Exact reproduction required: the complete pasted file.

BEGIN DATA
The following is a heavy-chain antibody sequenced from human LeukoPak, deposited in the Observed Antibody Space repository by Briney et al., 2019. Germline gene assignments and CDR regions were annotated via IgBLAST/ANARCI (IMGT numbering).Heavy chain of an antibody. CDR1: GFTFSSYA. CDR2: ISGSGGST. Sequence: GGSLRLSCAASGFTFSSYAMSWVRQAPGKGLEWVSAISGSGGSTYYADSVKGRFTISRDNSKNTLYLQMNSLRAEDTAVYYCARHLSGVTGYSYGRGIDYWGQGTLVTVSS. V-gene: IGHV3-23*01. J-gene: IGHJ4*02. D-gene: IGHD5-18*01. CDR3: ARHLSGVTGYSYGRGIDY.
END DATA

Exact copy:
The following is a heavy-chain antibody sequenced from human LeukoPak, deposited in the Observed Antibody Space repository by Briney et al., 2019. Germline gene assignments and CDR regions were annotated via IgBLAST/ANARCI (IMGT numbering).Heavy chain of an antibody. CDR1: GFTFSSYA. CDR2: ISGSGGST. Sequence: GGSLRLSCAASGFTFSSYAMSWVRQAPGKGLEWVSAISGSGGSTYYADSVKGRFTISRDNSKNTLYLQMNSLRAEDTAVYYCARHLSGVTGYSYGRGIDYWGQGTLVTVSS. V-gene: IGHV3-23*01. J-gene: IGHJ4*02. D-gene: IGHD5-18*01. CDR3: ARHLSGVTGYSYGRGIDY.